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Buying a Home?
Be prepared for closing costs

You've worked and scrimped to save up enough money for a down payment on a house, and you're finally ready to become a homeowner. You've even found "the" house, and it looks like you can just afford the monthly payments and still be able to eat. Then you get a look at the Good Faith Estimate (GFE).
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A Good Faith Estimate of settlement or closing costs lists the expenses you're likely to have to pay at settlement. Because these amounts can add up to a large sum, it's important to consider the fees related to closing when choosing a lender. Don't base your decision just on the interest rate.

Federal law requires that a prospective lender provide a Good Faith Estimate to you within three days of applying for a mortgage. Unfortunately, there's often a large discrepancy between the estimate and what you actually end up paying.

Some unscrupulous lenders intentionally low-ball the estimate in order to get your loan, knowing that by the time you see the actual amounts (the day before settlement), you'll be so deeply into the process that you won't pull out and look for another lender. The US government is working on making changes to the law to force lenders to be more accurate on the good faith estimates.

Typically, closing costs run between 3% and 5% of your loan amount, so if you're borrowing $100,000 you can expect closing costs of $3,000 to $5,000. If you're borrowing $200,000 you can expect closing costs of $6,000 to $10,000.

The smart thing to do is to obtain good faith estimates from two or three lenders and compare the costs. Then be prepared to ask the lender you choose to meet the best offer. Here are some of the items you can expect to find on a Good Faith Estimate:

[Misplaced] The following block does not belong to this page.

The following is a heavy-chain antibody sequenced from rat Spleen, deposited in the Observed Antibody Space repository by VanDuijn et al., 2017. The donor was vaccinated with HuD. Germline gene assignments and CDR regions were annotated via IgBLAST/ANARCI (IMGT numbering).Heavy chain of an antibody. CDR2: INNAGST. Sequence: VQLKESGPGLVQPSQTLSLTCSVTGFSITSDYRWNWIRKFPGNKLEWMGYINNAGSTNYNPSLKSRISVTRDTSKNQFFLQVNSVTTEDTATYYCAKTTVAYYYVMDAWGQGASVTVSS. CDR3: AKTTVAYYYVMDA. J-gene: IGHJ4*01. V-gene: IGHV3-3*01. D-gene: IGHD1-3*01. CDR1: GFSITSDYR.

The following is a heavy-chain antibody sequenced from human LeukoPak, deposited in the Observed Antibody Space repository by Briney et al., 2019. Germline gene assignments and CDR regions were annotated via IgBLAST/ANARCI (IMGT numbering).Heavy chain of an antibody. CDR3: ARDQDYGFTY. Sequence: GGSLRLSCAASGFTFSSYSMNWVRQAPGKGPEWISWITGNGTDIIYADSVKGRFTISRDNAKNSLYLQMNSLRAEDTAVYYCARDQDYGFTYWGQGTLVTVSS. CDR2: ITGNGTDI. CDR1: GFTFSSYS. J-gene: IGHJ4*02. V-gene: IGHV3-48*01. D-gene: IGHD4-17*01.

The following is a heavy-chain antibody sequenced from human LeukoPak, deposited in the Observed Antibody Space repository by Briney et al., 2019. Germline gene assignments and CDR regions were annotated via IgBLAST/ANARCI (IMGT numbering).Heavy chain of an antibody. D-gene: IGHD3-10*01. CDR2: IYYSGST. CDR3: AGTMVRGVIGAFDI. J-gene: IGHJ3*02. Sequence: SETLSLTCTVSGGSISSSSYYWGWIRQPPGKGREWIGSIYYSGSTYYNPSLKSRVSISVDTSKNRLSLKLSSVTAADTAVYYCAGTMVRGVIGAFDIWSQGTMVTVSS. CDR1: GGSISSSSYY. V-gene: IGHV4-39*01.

~ Loan origination fee (1% of the amount borrowed, or $100 for every $10,000 borrowed)
~ Loan discount fee
~ Loan application fee ($75 to $400)
~ Points (to "buy down" the interest rate: between $100 and $300 for every $10,000 borrowed)
~ Lender's attorney fees
~ Buyer's attorney fees
~ Appraisal fee
~ Credit Report
~ Lender's inspection fee
~ Mortgage broker commission or fee
~ Tax service fee
~ Processing fee
~ Underwriting fee
~ Wire Transfer fee
~ Interest from the day of settlement to the date of the first mortgage payment
~ Private mortgage insurance premiums to protect your lender ($750 to $1750)
~ Hazard insurance premiums
~ Property taxes from the day of settlement to the end of the tax year
~ Settlement or closing/escrow fee
~ Document preparation fee
~ Notary fee
~ Title search and title insurance to protect your lender ($400 to $600)
~ Title insurance to protect you
~ Recording fees
~ Tax stamps
~ Pest inspection

Property taxes placed in an escrow account are one of the largest expenses at closing. The amount depends on the value of the house you buy and the tax rate in the town or county where the house is located. Many lenders require you to include a monthly estimate with your mortgage payments equal to 1/12th of your annual property taxes and homeowners insurance. For most people, this is easier than coming up with a large lump sum each year when taxes are due.

Don't be taken advantage of at closing, and don't go to closing unprepared. Educate yourself about the ins and outs of home buying before you start looking for your first home.

~ Debby Fowles

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